How to eat well

Eating healthily is important for your overall health and wellbeing, but it can also help to prevent falls. Eating regular, nutritious meals and drinking plenty of non-alcoholic fluids can help to avoid problems that can contribute to a fall, including:

  • lightheadedness
  • dehydration
  • tiredness
  • depression

What can I do?

Do

  • eat a varied and balanced diet
  • eat regularly, and don’t skip meals
  • keep hydrated by drinking water and other soft drinks regularly
  • keep to the recommended safe levels for drinking alcohol

Eating healthily

The eatwell plate highlights the different types of food that make up your diet. It also shows the proportions of each food group that you should eat to have a well-balanced and healthy diet.

Eatwell Guide showing what proportion of each food group you should eat
The Eatwell Guide shows how much of what you eat should come from each food group Public Health England © Crown copyright 2016

Spreading these proportions over a day will be easier than trying to include something from each food group in every meal. Try to include a variety of foods in your diet.

Fruit and vegetables

A third of what you eat should come from fruit and vegetables, which is at least 5 portions a day. It's easier than you think, with frozen, canned and dried varieties as well as one portion of pure juice counting towards your 5 a day.

Bread, cereals and starchy foods

Another third of your diet should come from:

  • bread
  • rice
  • potatoes
  • pasta
  • cereals
  • other starchy foods

Choosing higher fibre varieties will provide you with slower released energy, and keep you feeling fuller for longer. Eating some of these foods at each meal and snack times will prevent you from feeling lightheaded and dizzy.

The final third of your diet is split between:

  • milk and dairy foods
  • meat, fish, eggs, beans and other non-dairy sources of protein
  • foods high in fat and sugar

Milk and dairy

Milk and dairy foods provide calcium for healthy bones and teeth. The best foods to provide you with calcium are:

  • yoghurt
  • milk
  • cheese

Aim for 2 to 3 servings every day. A serving is a:

  • small matchbox size piece of cheese
  • medium yogurt
  • glass of milk

Meat, fish and eggs

Meat, fish, eggs, beans and other non-dairy sources of protein provide protein for body repair. Aim for 2 to 3 portions every day.

Foods high in fat and sugar

You only need a small amount of foods high in fat or sugar. These are concentrated sources of calories and could cause you to gain weight if eaten too often.

Small amounts of fat provide essential fat-soluble vitamins needed for good health. Instead of saturated fats like butter and lard, choose healthier fats like:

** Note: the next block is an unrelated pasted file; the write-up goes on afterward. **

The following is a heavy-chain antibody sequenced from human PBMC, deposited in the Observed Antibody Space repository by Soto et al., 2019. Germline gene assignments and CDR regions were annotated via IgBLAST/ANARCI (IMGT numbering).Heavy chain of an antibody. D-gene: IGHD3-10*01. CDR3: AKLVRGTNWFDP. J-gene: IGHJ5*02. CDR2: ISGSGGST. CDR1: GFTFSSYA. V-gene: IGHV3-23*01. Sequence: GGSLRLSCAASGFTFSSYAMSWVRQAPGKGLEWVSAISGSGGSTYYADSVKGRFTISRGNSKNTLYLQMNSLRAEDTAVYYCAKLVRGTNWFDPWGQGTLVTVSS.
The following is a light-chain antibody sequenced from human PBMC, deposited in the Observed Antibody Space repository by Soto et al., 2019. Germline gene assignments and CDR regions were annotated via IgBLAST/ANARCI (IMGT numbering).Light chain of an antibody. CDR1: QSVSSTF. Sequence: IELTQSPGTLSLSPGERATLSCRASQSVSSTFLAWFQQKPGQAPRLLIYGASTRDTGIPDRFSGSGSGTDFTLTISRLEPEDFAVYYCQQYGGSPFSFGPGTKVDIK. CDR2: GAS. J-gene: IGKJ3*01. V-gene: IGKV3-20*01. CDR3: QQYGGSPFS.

• monounsaturated fats, found in olive oil
  • polyunsaturated fats, found in sunflower and corn oils

Eating regularly

It’s important to eat regularly to help avoid problems like lightheadedness and tiredness, which contribute to your risk of falling. At a minimum, you should be eating 3 meals (breakfast, lunch and dinner) everyday.

As we get older our appetites often decrease. If you find it difficult to eat regularly, eat smaller meals and include nutritious snacks as well. If this continues to be a problem for you, ask your GP if a referral to a dietician would be helpful.

Keeping hydrated

Keeping your fluid intake up throughout the day is also important as dehydration can cause low blood pressure, dizziness and confusion, leading to an increased risk of falls.

Try to drink at least 6 to 8 cups of fluid every day, including:

  • water
  • juice
  • milky drinks
  • tea and coffee

Alcohol

Drinking alcohol can make you unsteady on your feet, leading to an increased risk of falls. Alcohol can affect memory, balance and coordination and this can lead to falls and accidents.

Some groups of people are more likely to be affected by alcohol and should be more careful of their level of drinking on any one occasion. For example, those at risk of falls, those on medication that may interact with alcohol or where it may exacerbate pre-existing physical and mental health problems.

Low Risk Drinking Guidelines

The Chief Medical Officers’ guidelines for both men and women are:

  • To keep health risks from alcohol to a low level it is safest not to drink more than 14 units a week on a regular basis.
  • If you regularly drink as much as 14 units per week, it is best to spread your drinking evenly over 3 or more days. If you have one or two heavy drinking episodes a week, you increase your risks of death from long term illness and from accidents and injuries.
  • The risk of developing a range of health problems, including cancers of the mouth, throat and breast, increases the more you drink on a regular basis.
  • If you want to cut down the amount you drink, a good way is to have several drink-free days each week.

More information about about units of alcohol and how your drinking adds up.

Where to start

Think about how you currently eat and drink:

  • what positive things do you already do to eat and drink well?
  • what changes can you make that might help?
  • how will you make these changes?
  • who do you need to talk to?

Further information

The Food Standards Agency Scotland provides information on eating well using the Eatwell Plate, as well as advice about what to eat during different life stages

Telecare Self-Check online tool

Visit the Telecare Self-Check online tool to find the right support for you in your area. This easy to use online tool allows you to find helpful information on telecare services that could help you live independently at home for longer.

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